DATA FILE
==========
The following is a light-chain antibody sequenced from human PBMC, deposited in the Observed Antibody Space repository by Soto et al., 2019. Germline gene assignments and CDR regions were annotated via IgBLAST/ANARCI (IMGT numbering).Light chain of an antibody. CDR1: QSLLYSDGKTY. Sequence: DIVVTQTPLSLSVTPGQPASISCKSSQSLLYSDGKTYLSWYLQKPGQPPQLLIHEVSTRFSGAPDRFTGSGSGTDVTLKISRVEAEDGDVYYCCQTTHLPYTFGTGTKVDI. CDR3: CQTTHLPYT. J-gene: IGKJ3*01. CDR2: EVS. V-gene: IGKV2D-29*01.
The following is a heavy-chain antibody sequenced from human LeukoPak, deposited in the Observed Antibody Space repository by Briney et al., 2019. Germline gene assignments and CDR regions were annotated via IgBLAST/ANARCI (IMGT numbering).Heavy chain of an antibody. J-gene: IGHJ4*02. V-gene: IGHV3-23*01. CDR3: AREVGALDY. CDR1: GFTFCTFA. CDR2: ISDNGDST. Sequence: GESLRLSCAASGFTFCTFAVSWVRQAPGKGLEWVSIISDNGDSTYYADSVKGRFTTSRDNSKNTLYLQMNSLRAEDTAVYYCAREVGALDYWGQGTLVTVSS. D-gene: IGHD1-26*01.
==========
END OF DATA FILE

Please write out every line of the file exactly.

The following is a light-chain antibody sequenced from human PBMC, deposited in the Observed Antibody Space repository by Soto et al., 2019. Germline gene assignments and CDR regions were annotated via IgBLAST/ANARCI (IMGT numbering).Light chain of an antibody. CDR1: QSLLYSDGKTY. Sequence: DIVVTQTPLSLSVTPGQPASISCKSSQSLLYSDGKTYLSWYLQKPGQPPQLLIHEVSTRFSGAPDRFTGSGSGTDVTLKISRVEAEDGDVYYCCQTTHLPYTFGTGTKVDI. CDR3: CQTTHLPYT. J-gene: IGKJ3*01. CDR2: EVS. V-gene: IGKV2D-29*01.
The following is a heavy-chain antibody sequenced from human LeukoPak, deposited in the Observed Antibody Space repository by Briney et al., 2019. Germline gene assignments and CDR regions were annotated via IgBLAST/ANARCI (IMGT numbering).Heavy chain of an antibody. J-gene: IGHJ4*02. V-gene: IGHV3-23*01. CDR3: AREVGALDY. CDR1: GFTFCTFA. CDR2: ISDNGDST. Sequence: GESLRLSCAASGFTFCTFAVSWVRQAPGKGLEWVSIISDNGDSTYYADSVKGRFTTSRDNSKNTLYLQMNSLRAEDTAVYYCAREVGALDYWGQGTLVTVSS. D-gene: IGHD1-26*01.